Fusion Surgery

In many cases of severe and painful disc degeneration, spinal stenosis and instability, fusion surgery is still the treatment of choice.

What has changed during the past years, is the invasiveness of these procedures and the availability of new biomaterials.

These biomaterials aid fusion and reduce the need for allograft bone or iliac crest bone graft.

In the lumbar and in the thoracic spine, percutaneous fixation techniques and minimally invasive TLIF (transforaminal lumbar interbody fusion) or single-oblique PLIF (posterior lumbar interbody fusion) have significantly reduced the trauma of the surgery.

In the cervical spine, new implants allow for performing an ACDF (anterior cervical discectomy and fusion) with less tissue dissection and through a smaller incision.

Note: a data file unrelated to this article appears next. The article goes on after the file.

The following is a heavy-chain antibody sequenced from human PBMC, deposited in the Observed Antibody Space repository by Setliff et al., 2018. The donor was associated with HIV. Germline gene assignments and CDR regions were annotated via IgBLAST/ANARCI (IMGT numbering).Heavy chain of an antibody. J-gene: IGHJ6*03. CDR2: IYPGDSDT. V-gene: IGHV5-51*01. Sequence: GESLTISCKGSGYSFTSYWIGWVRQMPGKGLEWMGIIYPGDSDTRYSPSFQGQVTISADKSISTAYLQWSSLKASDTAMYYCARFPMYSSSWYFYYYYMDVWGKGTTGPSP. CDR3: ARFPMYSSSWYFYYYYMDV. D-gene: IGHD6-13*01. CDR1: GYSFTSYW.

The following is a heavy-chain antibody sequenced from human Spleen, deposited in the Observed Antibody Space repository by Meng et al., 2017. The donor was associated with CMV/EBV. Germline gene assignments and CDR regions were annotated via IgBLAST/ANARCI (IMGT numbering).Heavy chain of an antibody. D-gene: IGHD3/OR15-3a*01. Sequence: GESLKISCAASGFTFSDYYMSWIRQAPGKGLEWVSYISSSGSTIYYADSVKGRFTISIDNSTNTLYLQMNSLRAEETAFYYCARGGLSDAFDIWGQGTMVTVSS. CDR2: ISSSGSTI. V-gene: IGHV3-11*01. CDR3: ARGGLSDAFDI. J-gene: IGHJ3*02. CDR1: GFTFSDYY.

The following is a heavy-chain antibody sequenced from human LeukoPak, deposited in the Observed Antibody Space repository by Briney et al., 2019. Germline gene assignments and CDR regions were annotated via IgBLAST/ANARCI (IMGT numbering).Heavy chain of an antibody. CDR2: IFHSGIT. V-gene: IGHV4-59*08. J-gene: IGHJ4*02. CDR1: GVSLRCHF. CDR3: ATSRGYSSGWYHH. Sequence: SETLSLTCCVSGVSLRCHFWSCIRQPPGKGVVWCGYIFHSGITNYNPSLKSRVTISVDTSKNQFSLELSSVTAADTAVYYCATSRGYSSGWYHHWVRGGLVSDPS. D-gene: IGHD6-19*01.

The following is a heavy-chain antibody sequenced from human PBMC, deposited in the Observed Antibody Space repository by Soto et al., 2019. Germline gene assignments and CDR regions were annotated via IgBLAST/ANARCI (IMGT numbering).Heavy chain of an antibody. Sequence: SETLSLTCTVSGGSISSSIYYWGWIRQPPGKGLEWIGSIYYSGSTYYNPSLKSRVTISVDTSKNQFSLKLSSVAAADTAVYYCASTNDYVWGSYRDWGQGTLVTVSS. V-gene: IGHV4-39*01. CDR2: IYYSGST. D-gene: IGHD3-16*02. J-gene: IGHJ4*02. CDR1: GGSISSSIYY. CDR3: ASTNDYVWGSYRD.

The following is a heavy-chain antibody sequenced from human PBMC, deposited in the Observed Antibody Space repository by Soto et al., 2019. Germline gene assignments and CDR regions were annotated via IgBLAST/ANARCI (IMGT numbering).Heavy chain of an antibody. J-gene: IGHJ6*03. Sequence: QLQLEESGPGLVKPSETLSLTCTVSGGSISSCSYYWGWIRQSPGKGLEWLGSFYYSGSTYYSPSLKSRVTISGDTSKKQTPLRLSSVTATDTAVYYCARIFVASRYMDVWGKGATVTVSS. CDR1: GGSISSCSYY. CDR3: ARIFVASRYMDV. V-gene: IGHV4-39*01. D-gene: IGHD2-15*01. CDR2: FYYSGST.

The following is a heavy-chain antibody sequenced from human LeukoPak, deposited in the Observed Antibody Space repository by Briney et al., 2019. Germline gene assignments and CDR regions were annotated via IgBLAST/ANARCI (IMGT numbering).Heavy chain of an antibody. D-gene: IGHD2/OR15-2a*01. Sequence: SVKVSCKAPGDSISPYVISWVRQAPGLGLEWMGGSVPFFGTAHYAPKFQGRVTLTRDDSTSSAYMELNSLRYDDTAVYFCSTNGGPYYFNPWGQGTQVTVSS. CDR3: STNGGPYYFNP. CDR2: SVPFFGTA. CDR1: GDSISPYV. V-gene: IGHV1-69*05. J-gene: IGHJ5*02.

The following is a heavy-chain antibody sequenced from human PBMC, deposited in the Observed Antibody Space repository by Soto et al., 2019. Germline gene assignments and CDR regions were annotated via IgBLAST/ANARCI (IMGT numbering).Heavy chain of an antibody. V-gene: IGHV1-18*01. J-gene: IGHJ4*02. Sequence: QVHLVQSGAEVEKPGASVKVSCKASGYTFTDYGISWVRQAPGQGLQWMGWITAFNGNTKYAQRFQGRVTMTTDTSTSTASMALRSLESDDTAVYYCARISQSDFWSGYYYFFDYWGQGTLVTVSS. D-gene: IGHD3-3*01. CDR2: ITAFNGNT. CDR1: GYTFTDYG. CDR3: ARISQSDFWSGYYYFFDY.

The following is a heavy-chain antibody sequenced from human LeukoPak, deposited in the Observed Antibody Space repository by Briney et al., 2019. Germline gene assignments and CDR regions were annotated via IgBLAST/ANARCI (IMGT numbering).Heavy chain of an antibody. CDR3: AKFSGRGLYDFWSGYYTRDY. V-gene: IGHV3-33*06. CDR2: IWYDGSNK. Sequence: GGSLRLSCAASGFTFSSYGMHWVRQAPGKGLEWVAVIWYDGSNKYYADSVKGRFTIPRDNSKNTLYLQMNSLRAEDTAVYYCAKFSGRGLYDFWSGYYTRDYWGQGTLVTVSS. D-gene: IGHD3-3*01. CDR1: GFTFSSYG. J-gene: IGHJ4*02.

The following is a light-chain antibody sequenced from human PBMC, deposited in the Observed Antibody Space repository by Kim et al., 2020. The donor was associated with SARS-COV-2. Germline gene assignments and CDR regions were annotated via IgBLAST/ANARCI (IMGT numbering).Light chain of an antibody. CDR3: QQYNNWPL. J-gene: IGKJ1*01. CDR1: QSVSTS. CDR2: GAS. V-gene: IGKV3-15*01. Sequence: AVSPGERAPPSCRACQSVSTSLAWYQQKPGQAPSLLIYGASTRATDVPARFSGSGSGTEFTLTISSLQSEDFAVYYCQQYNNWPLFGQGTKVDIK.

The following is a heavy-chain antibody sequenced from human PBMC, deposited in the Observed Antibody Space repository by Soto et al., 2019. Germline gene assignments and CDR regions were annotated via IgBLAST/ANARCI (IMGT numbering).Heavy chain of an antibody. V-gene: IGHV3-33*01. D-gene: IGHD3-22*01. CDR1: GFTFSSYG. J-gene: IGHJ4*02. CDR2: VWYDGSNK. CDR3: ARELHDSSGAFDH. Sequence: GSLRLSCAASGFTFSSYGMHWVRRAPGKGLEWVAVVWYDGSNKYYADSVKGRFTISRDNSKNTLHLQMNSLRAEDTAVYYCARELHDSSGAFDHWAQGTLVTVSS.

These advances result in less blood loss, less pain and a faster rehabilitation.

For anatomically difficult cases, computer aided planning and navigation, supported by a mini-robotic device, allows for safe and precise implant placement.

Anterior approaches for spinal fusion are increasingly rare because of the improvements in the fusion techniques that are performed through a posterior approach.

However, in some cases, an ALIF (anterior lumbar interbody fusion) can be performed through an anterior-only approach as a stand-alone procedure using special implants or as part of a combined strategy.

With the use of modern retractor systems, the incisions and the access trauma of ALIF procedures have also become considerably smaller.

Newer anterior procedures, such as the far lateral approach (XLIF = extreme lateral interbody fusion) have their special advantage in certain cases of degenerative lumbar scoliosis.

 
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